By Adam Currie — Exclusive to Gas Investing News
With natural gas prices trading at record lows, many within the sector are using this period to source new reserves before the anticipated “boom” in demand.
In the early 2000s, ten countries exported liquefied natural gas (LNG), with trade primarily based on long-term sales agreements between producers in Southeast Asia and consumers in Europe. However, in the last decade, natural gas has become a globally-traded commodity with new exporters from areas including Latin America and West Africa.
Until recently, West Africa has been plagued by ongoing political unrest and widespread violence, which has hindered the development of productive oil and gas sectors and resulted in a decreased risk appetite among foreign investors.
With most majors having already locked in reserves in areas including Canada, Russia, and the US, more and more companies are looking further afield in an attempt to prepare for any price rally. West Africa, a region already noted for its healthy crude reserves, has gained increasing attention from natural gas players and is set to cash in on this interest.
According to the US Geological Survey’s recent World Oil and Gas Assessment, West Africa’s coast, which covers areas including Liberia, Sierra Leone, and Guinea, is home to an estimated 3.2 billion barrels of oil, 23.63 trillion cubic feet of natural gas, and 721 million barrels of natural gas liquids.
Regional market interest was highlighted recently when the World Bank and the West African Gas Pipeline Company (WAPCo) co-hosted West Africa’s first Gas Stakeholders Engagement Forum in Accra, Ghana.
A statement issued by the World Bank explained that the forum intended to build upon the completion of the West African Gas Pipeline (WAGP) project, which has enabled the supply of Nigerian gas to Benin, Togo, and Ghana. The pipeline system has a capacity of 800 million standard cubic feet per day (MMscfd), and will initially carry a volume of 170 MMscfd before peaking at 460 MMscfd.
The pipeline was a significant step in relation to the transportation of gas for export, as well as for use within the region. It links into the existing Escravos-Lagos pipeline at the Nigerian Gas Company‘s Itoki Natural Gas Export Terminal and proceeds to a beachhead in Lagos. From there it moves offshore to Takoradi, Ghana, with gas delivery laterals from the main line extending to Cotonou (Benin), Lome (Togo), and Tema (Ghana).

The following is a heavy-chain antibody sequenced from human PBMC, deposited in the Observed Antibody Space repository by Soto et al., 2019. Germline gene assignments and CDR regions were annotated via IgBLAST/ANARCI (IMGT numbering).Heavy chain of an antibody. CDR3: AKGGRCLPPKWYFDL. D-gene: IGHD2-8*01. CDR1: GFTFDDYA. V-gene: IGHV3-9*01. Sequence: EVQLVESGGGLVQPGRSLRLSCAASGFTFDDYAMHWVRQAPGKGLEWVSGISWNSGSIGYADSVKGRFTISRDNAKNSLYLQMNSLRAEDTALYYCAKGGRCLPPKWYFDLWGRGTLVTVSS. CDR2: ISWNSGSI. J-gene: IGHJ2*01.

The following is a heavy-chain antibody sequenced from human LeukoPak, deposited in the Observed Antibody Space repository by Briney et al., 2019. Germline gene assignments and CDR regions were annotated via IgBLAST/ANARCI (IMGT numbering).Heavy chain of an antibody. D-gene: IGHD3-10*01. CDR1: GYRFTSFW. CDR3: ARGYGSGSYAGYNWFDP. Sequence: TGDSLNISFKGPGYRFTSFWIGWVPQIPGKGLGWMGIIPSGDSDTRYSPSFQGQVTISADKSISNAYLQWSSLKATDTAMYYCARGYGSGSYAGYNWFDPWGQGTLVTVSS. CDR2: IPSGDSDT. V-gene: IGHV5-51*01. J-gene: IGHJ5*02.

Interest in West African natural gas has not been limited to juniors. French energy giant Total (NYSE:TOT) recently announced that it has inked a deal with the Ivory Coast’s national oil company, Petroci, for three ultra-deep offshore licenses.
Earlier this year the company also stated that it has begun the second phase at its Ofon project in Nigeria. The phase is aimed at unlocking the field’s undeveloped reserves to increase production to 90,000 barrels of oil equivalent per day. Most of the development is dedicated to recovering natural gas, which will be compressed and evacuated to shore.
In a press release, the company announced that its Teak-3A appraisal well confirmed a northern extension of the Teak discovery on the West Cape Three Points Block, with analysis indicating that the well encountered 35 meters of hydrocarbons in multiple good-quality reservoirs. The analysis also identified 13 meters of 36 to 39 degree API gravity and 22 meters of gas-condensate pay.
A long time coming
Natural gas exploration into regions such as this is not the result of a knee-jerk reaction.
Speaking at the Oil & Gas Africa 2012 conference earlier this month, Anton Botes, Deloitte South Africa’s oil and gas leader, highlighted the reasoning behind shifts in exploring fundamentals, stating that high crude prices are an incentive for producers to invest in exploration and production projects. It is becoming more economical for companies to go “deeper and to go riskier.”
According to some analysts, intensified natural gas exploration initiatives are already being undertaken in Ghana as the government seeks new ways to counter diminishing oil production following the discovery of the Jubilee field in the deepwater Tano Block.
Greater focus on natural gas production and refining in recent years has opened new export markets and generated additional revenues for West African economies, according to a recently published market report titled The West African Oil and Gas Market.
Despite this boost, West Africa still poses unique challenges, including low availability of refining capacity, adequate logistical infrastructure, and transportation. It is hoped that with an increase in revenue on the back of this exploration, some of these challenges will be overcome.
The report concluded that the development of LNG refining capacity within West African states – particularly Equatorial Guinea, Cameroon, and Nigeria – is indicative of the future development of the region’s natural gas export market.
Securities Disclosure: I, Adam Currie, hold no direct investment interest in any company mentioned in this article.